So an implicit point of today's verse might be to emphasize, using a swift horse as a metaphor for the Buddha or the Buddha's teaching, that following the Buddha and his teaching involves not only submissive devotion but also a valiant struggle on the part of each person to work the whole bloody thing out for oneself. It is not only a matter of saying in the first instance to a trusted teacher, and thence to nature, thy will be done;  it is also a matter of saying to oneself, and really meaning, my will be done.

Conversely, for the other type who, unlike Nanda, is naturally self-motivated, and for whom submissive following might not always come easy, in order to be a follower of the Buddha and his teaching, it is necessary to be a devoted follower. It is necessary, in other words, to submissively follow, to show devotion to the Buddha and his teaching – as opposed, for example, to founding the Mike Cross Method (TM, All Rights Reserved). And that may be why the Buddha Gautama, though a prime example of one with strong self-motivation, saw himself as belonging to a line of Seven Ancient Sages whose teaching – centred on the not doing of wrong  he was devotedly following.


VOCABULARY
imam (acc. sg. m.): this
tārkṣyopama-javam (acc. sg. m.): with speed equal to Tārkṣya
tārkṣya: m. N. of a mythical being (originally described as a horse with the epithet áriṣṭa-nemi, "with intact wheel-rims" )
upama: ifc. equal to, like
java: mfn. swift ; m. speed , velocity , swiftness

turaṅgam (acc. sg.): m. 'fast-going,' horse
anugacchatā = inst. sg. pres. part. anu- √ gam: to go after, follow

darśitā (nom. sg. f.): mfn. shown , displayed , exposed to view
saumya (voc. sg.): O moon-like man of the soma; my friend
mad-bhaktiḥ (nom. sg. f.): devotion to me
bhakti: f. attachment , devotion , fondness for , devotion to (with loc. , gen. or ifc.)

vikramaḥ (nom. sg. ): m. a step, stride ; going , proceeding , walking , motion , gait ; course , way , manner ; valour , courage , heroism , power , strength ; (°maṁ- √kṛ , to display prowess , use one's strength)
ca: and
ayam (nom. sg. m.): this , this here , referring to something near the speaker ; known , present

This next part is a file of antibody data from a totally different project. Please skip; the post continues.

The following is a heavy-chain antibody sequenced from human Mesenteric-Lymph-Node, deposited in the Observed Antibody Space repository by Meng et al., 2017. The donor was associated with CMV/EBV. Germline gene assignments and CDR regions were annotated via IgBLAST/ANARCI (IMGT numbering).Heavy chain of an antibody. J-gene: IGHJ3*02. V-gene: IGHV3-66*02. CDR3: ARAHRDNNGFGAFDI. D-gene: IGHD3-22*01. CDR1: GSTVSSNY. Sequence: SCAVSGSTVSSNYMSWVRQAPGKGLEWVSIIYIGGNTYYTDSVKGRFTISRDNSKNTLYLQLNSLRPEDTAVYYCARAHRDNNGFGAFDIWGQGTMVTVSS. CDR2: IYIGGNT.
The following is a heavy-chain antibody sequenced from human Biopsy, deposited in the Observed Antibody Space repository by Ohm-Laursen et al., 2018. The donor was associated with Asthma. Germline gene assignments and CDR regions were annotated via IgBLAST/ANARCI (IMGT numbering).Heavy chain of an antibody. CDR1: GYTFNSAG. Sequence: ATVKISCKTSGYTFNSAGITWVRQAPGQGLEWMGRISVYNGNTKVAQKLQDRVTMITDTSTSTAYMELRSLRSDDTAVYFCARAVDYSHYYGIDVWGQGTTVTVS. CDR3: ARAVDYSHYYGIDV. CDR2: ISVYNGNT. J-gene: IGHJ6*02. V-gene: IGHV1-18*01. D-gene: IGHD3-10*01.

ātmanaḥ (gen. sg.): m. the breath ; the individual soul , self ; essence , nature , character , peculiarity ; the person or whole body considered as one and opposed to the separate members of the body

駿足馳若飛 汝常係馬後
感汝深敬勤 精勤無懈惓

4 comments:

jiblet said...

Hi Mike,

Re your grammatical point: "darśitā (nom. sg. f.) agrees with mad-bhaktiḥ in the 3rd pāda, and not with vikramaḥ in the 4th pāda. Strictly speaking, then, I think (please correct me somebody if I am wrong) that the 4th pāda should be read as a stand-alone statement."

S.789(b) of M.R.Kale's Higher Sanskrit Grammar, (pp 473-4: Syntax - Concord of the Adjective with the Substantive) says:

"[When an adjective, participle, or qualitative qualifies two or more substantives]...sometimes it takes the gender and number of the substantive nearest to it when the particle ca is used."

I don't know whether your reading is also possible, but it seems that on this occasion the professors may not have erred - at least not according to Kale, following Panini.

Malcolm

Mike Cross said...

Many thanks, Malcolm.

I had a feeling that might be the case -- and I had a feeling that if it was the case you would be onto it in a flash, which you indeed were.

I fear that, when it comes time to publish today's verse as part of the whole Canto, I shall have to retreat from this bit of valiant doing of mine, and join the professors in submitting to Panini.

Bugger.

Thanks again,

Mike

H.I. said...

Although it is grammatically possible to do so, indeed, it is not grammatically necessary to take darśitā as a predicate also of vikramaḥ. For what (very little) it is worth, in my opinion the use of the pronoun ayam (not represented in the EBC and EHJ translations) might be a hint that we are supposed to at least consider the possibility of not so taking it. (Without the ayam, the Sanskrit reader would have a much stronger sense, I think, that darśitā is meant to be the predicate of vikramaḥ as well; but with ayam, we have a distinct alternative possibility, which you have followed, of taking ayam as subject and vikramaḥ as predicate.)

Mike Cross said...

Many thanks again.

Even among professors of Sanskrit, I am caused to reflect, there are those who should be called anya -- not to mention vikṛta!

Then I shall dare to differ valiantly after all from EBC, EHJ, and PO (albeit with HI holding my hand).